Judging from the nature of the reasons advanced in the letter of termination, and from the facts set out above, it is difficult to say that plaintiff has been so "stigmatized" or disabled by his discharge that a hearing is required to give him the opportunity to clear his name. See Board of Regents v. Roth, supra. "Mere proof, for example, that his record of nonretention in one job, taken alone, might make him somewhat less attractive to some other employers would hardly establish the kind of foreclosure of opportunities amounting to a deprivation of 'liberty.'" Ibid., 408 U.S. at 574, n. 13, 92 S. Ct. at 2708. There is no indication in the record that plaintiff's eleven month period of unemployment was due solely to his discharge; for aught that appears, this unemployment might have been due to the fact that plaintiff was in law school at the time. Moreover, the fact that plaintiff was reprimanded for certain conduct on one occasion -- even if the reprimand were unwarranted -- and his leave without absence do not seem to be of such gravity as to jeopardize his integrity, or significantly restrict his liberty under the teaching of Roth. See, also, Russell v. v. Hodges, 470 F.2d 212 (2d Cir. 1972); Tichon v. Harder, 438 F.2d 1396, 1402 (2d Cir. 1971). ("Although every dismissal for reasons other than reduction in the work force can be said to have some impact on future employability, . . ., in the absence of a clear, immediate and substantial impact on the employee's reputation which effectively destroys his ability to engage in his occupation, it cannot be said that a right of personal liberty is involved.")
But emphasis on property or liberty may work a disservice to plaintiff's case. Even in the absence of any "right" to continued public employment, surely an individual may be protected against injury by governmental action which is "patently arbitrary or discriminatory." Wieman v. Updegraff, 344 U.S. 183, 192, 73 S. Ct. 215, 97 L. Ed. 216 (1952); Cafeteria & Restaurant Workers Union v. McElroy, supra, 367 U.S. at 898, 81 S. Ct. 1743. Moreover, 5 U.S.C. §§ 704 and 706 provide for judicial review of final agency action, and mandate reversal of such action where it is "arbitrary, capricious, an abuse of discretion, or otherwise not in accordance with law."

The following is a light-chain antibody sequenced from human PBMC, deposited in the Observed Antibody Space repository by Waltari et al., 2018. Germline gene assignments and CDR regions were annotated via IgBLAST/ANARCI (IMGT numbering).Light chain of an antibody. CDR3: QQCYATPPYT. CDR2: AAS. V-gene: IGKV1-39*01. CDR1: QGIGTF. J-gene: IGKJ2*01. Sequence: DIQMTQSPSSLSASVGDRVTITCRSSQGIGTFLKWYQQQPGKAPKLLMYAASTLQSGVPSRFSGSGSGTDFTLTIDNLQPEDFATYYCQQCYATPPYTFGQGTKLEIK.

The problem, as I see it, lies in the definition of "arbitrary and capricious" agency action, given the policy underpinnings of executive discretion and narrow judicial review. The standard utilized by the Supreme Court in Cafeteria & Restaurant Workers Union v. McElroy, supra, was whether the "reason advanced" for the discharge of the employee was "entirely rational." 367 U.S. at 898, 81 S. Ct. 1743. Perhaps a better characterization of the scope of review is that found in Horne v. United States, 190 Ct.Cl. 145, 419 F.2d 416, 419 (1969), involving the discharge of a probationary I.R.S. employee for uncooperative behavior: "Considering the strong presumption that public officials act in good faith, an employee carries a heavy burden in attempting to show, in cases of this kind, that his discharge was so lacking in rational support that it must be characterized as arbitrary or capricious."